THE BLOG
10/15/2013 06:25 pm ET | Updated Jan 23, 2014

Lean In or Lean Back? How about Bend Down?

These days, we have so much publicly-expressed angst among women and eminent advice-givers. But as we commemorate this National Work and Family Month, and as we hear demands to "lean in" with rebuttals to "lean back," I ask us as a nation to please stop moving back and forth, and to finally make a commitment to bend down.

Yes, bend down and look clearly at the needs of the people who are caught in the middle of our deciding which way to lean. Who are these people and what can we do to about them?

Well, bend down and see.

See the trusting eyes of these little people -- our children. Are we as a nation meeting their needs?

I can say with certainty that we as a nation do not make it easy for mothers and fathers who are trying to raise their children well, while providing financially for them and actualizing their own contributions to society through their work.

Here are four simple rhetorical questions. Rhetorical, because the answer to each is a terrible, shameful "no".

1. Is quality, affordable child care available to all who need it?

2. Is paid sick leave available to all workers?

3. Are flexible schedules widely available?

4. Is telework an available option, either in emergency or as scheduled?

These questions concern all parents, not just upper-middle-class mothers with choices and assistance, but working class mothers and fathers as well. In my career as a work-life balance consultant, I conducted a myriad of focus groups for my corporate clients. The results were always the same, especially for mothers. C-suite women at the tops of skyscrapers and women on assembly lines expressed the same issues, both with tears flowing. What was the effect of their lives on their children?

And I have seen children in fire-hazard basements made to sit in front of TV sets for hours by their "sitters". But I have also seen children happy and learning in high quality child care programs that challenge their imaginations, their brains, and their social and physical skills.

What if?

What if we, as a nation, dedicated ourselves to helping parents contribute to our economy, by enabling them to work in situations where they could stay home for a day if they or their child gets sick, and do some telework if appropriate to their job? What if they could come in later and stay later if that eased their day and let them get the kids off to school happily? What if parents could pick up their children at day's end and not be wiped out by worry, but instead would be ready to listen patiently about all the exciting things the child did that day -- even if the story told by the 4-year-old went meandering around for five minutes and never really got to the point? What if we develop a system where every single child who is in a child care situation is in a high-quality child care situation, where they are learning with the guidance of committed, educated teachers?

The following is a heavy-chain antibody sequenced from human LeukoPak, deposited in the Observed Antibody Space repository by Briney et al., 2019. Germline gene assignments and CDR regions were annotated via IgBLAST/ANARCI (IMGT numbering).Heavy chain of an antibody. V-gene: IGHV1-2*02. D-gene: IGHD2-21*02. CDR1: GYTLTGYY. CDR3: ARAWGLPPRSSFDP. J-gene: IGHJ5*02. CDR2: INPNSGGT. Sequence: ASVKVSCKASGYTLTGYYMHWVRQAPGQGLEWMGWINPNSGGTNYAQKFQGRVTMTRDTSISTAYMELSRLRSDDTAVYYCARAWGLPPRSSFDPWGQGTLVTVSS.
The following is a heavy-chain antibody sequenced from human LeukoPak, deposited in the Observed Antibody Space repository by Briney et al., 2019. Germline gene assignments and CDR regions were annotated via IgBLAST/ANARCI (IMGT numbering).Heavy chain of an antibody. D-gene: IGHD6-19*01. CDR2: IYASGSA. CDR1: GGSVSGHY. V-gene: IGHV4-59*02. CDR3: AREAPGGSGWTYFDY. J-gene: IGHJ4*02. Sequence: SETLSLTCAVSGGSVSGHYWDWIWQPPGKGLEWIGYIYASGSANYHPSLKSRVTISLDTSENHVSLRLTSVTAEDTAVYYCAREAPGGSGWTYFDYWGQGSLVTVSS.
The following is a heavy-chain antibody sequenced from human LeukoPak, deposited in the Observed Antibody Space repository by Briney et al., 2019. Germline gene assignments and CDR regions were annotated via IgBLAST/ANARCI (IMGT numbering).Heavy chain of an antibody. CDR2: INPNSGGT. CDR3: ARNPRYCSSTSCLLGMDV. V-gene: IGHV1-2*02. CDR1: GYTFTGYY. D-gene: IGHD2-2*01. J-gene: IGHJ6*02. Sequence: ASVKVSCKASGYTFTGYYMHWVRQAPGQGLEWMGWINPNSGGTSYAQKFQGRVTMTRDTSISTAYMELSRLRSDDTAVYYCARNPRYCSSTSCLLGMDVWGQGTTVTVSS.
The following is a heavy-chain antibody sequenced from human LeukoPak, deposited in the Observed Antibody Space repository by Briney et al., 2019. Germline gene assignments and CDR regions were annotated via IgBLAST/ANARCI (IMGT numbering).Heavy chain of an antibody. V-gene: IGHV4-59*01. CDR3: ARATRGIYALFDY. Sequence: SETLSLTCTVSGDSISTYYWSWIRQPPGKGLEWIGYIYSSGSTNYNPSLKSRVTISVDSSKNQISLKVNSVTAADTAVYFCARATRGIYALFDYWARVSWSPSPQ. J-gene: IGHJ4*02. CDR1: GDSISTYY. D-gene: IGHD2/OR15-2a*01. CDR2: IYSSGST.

What if we as a country really understood that the 1950s are long gone, that most parents are working and need simple supports from their employer so they can keep their families running well? What if all employers understood the cost savings to them in terms of recruitment and retention from a family-friendly workplace? What if we as a country really understood the great importance of the first five years of life, and did everything we could to facilitate each child's success?

What if? Let's bend down and see.

©2013 Margery Leveen Sher

Margery Leveen Sher is an entrepreneur, writer and speaker with decades of experience as a consultant for major corporations and government agencies. She is the founder and Chief Noticing Officer of The Did Ya Notice? Project. Her motivational speaking is certain to draw many a laugh and many an aha.